Tuesday, January 12, 2016

The Authenticity of Self

If it’s easy, then it’s not real.

Authenticity is a powerful attribute. For the first time, I was not only honest with myself, I was honest with friends. When asked how I was feeling, instead of being dishonest and sugarcoating a hopeful response, as I have done my entire life, I was truthful. I was able to open myself to a degree that felt comfortable and real. I explained how I was feeling better but still not yet at the place I want to be.  Not only was this important for me but this is important for all of my relationships. Most significantly, though, I want to model this for my daughter so she will know what being authentic really means.

One of the most startling realizations that I have had recently in therapy was that I have been waiting for a false self to emerge. Last year as I was feeling better from that episode of depression, I experienced joy, true joy and bliss. This occurred with my husband, our daughter, family and friends. I had never before felt such feelings of happiness. I believed I would continue to feel this level of happiness but as I became ill again, I lost it. I still felt moments of happiness in my relationships but not at the same level. Since I became ill again, I have been patiently waiting for that joy and elation to return, however it hasn’t. It was only during a recent therapy session when I learned it won’t. My therapist explained that those euphoric feelings were real but only because I had never felt them before. Those feelings were not realistic though in the long-term and as the tears fell down my cheeks, she also explained how I actually had been experiencing those “moments” in the past months, which she pointed out with numerous examples of things I had brought up during past sessions. I am still absorbing this information and in some ways, mourning the loss. I know that what I have gained is so much more, but the memories of feeling the joy and pleasure at such a high level are still so fresh in my mind. This is how I can be authentic: own my feelings and accept them while moving forward.

While I know who I am, as a wife and a mother, I am still learning who I am to myself. This is a difficult process and requires more than my weekly therapy session, more than the pills that help promote my stability and more than the ECT (electroconvulsive therapy) that I receive. For the person who believed she was receiving exactly the kinds of treatment needed, I was informed that I actually could benefit from an additional mode of therapy. While it took some months to accept this and understand how I would benefit from it, I have finally agreed with my therapist that DBT (dialectical behavioral therapy) would greatly benefit me as I move forward in my recovery. I will be starting group therapy, which will be another new experience and will work on myself in a way that I never have before.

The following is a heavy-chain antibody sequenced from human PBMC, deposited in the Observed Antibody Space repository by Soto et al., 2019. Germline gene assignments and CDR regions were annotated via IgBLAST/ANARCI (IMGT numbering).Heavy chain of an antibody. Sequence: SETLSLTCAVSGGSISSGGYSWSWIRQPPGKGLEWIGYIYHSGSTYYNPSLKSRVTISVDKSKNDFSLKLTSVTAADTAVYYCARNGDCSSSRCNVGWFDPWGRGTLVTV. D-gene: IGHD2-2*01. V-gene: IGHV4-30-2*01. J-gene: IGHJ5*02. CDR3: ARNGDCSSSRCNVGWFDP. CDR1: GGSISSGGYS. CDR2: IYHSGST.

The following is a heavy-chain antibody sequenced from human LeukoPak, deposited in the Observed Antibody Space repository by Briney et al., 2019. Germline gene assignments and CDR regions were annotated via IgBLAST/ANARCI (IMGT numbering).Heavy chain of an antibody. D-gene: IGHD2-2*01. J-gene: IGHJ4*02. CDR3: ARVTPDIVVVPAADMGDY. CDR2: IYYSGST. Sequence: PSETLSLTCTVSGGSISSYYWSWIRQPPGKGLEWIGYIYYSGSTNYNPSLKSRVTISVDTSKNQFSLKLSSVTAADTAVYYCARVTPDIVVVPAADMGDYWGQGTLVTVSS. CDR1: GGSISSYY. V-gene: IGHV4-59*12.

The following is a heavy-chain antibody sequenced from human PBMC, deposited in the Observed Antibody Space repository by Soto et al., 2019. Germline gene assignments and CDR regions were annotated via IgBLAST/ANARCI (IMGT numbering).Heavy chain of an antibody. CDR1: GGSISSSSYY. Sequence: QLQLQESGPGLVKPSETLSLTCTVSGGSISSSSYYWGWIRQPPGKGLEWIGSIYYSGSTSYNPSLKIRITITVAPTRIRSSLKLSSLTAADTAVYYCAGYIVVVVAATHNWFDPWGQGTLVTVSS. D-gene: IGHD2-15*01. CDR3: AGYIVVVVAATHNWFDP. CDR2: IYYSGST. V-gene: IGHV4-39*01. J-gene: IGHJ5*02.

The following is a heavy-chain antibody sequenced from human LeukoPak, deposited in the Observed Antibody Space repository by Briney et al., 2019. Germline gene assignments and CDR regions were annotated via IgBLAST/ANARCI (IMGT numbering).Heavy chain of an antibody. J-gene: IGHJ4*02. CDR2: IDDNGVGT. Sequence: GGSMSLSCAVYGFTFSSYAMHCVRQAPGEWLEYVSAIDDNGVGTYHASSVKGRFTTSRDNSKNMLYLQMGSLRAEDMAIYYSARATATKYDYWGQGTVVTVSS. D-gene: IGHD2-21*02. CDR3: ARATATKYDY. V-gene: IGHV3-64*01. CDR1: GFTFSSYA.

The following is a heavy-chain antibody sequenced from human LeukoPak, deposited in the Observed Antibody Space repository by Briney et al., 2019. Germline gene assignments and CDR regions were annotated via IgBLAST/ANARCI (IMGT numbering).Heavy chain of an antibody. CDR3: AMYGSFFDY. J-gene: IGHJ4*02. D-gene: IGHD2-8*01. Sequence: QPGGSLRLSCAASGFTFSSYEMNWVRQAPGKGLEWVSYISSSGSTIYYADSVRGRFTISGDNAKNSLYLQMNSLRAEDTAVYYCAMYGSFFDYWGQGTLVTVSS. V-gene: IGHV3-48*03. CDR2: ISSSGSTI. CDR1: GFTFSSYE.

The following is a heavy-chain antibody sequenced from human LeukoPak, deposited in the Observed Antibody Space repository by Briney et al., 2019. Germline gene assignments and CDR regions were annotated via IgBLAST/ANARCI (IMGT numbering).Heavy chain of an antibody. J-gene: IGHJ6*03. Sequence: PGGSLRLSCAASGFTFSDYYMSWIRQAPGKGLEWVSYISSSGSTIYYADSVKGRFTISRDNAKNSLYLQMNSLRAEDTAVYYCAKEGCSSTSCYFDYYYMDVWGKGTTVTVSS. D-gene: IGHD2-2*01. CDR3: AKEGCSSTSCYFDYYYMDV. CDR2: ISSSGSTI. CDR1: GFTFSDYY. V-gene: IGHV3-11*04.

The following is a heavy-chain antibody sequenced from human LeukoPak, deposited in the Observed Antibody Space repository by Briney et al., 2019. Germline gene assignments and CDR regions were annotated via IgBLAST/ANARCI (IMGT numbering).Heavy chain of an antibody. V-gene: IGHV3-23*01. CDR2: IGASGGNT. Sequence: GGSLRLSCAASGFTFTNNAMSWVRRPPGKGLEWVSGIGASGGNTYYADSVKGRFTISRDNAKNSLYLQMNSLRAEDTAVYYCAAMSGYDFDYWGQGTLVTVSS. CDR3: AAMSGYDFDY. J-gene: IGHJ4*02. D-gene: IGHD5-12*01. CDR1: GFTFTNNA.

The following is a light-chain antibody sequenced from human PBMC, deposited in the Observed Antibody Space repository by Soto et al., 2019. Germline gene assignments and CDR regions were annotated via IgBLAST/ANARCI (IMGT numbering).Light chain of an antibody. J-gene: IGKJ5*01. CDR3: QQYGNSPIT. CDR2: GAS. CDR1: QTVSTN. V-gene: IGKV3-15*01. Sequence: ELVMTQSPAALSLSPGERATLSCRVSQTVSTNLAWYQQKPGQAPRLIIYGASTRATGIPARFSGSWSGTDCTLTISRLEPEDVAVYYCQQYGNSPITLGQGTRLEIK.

So, this is me being authentic. It’s been a rough road but I am finally beginning to allow myself to heal, to really heal. Instead of manipulating situations where the end result is me feeling intense psychological pain, it is time to let go of the pain and allow myself some peace. That is my goal at this point in my treatment and while this will be a difficult goal to accomplish, this is what is left:  It is time for me to accept that I deserve peace and all of the blessings I have in my life. How much more authentic can I get?

3 comments:

  1. Loving hugs! I believe in you and your journey. Each moment of realization, you are closer to understanding you and with each moment you share, we're all closer to understanding us and how we can support those around us. :)

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  2. Hi Risa!

    I read your Huffington Post article about ECT with great interest. I had ECT and it saved my life. However, I was diagnosed with a different mood disorder: postpartum bipolar/bipolar, peripartum onset. While ECT helped me during the worst of the bipolar depression lows, it didm't solve the long-term problem of what medications I could take to alleviate my treatment-resistant bipolar depression.

    I found a wonderful psychiatrist who suggested an MAOI. I thought, nah, my Dad took one and it didn't help him.The dietary restrictions weren't on my mind at that point. But I was desperate.

    I was already taking lithium and I tried Parnate, an MAOI.

    Parnate was the first medication out of 30+ I took that lifted my bipolar depression. I researched it, and in the 1970's several small studies found that lithium combined with tranylcypromine (Parnate) were excellent in lifting treatment-resistant bipolar depression!

    My Pepto Bismol-colored pink pills have restored my life to one filled with joy and purpose. I wasn't thrilled about the dietary restrictions, but to be honest, they are no big deal whatsoever! The sacrifice is ***totally*** worth it. It was good to have a motivation to give up alcohol and I haven't had a drop since October, 2013 when I started Parnate.

    MAOI's have a bad reputation, but I thank God for my psychiatrist and my Parnate every day.

    Wishing you the best,
    Dyane Leshin-Harwood

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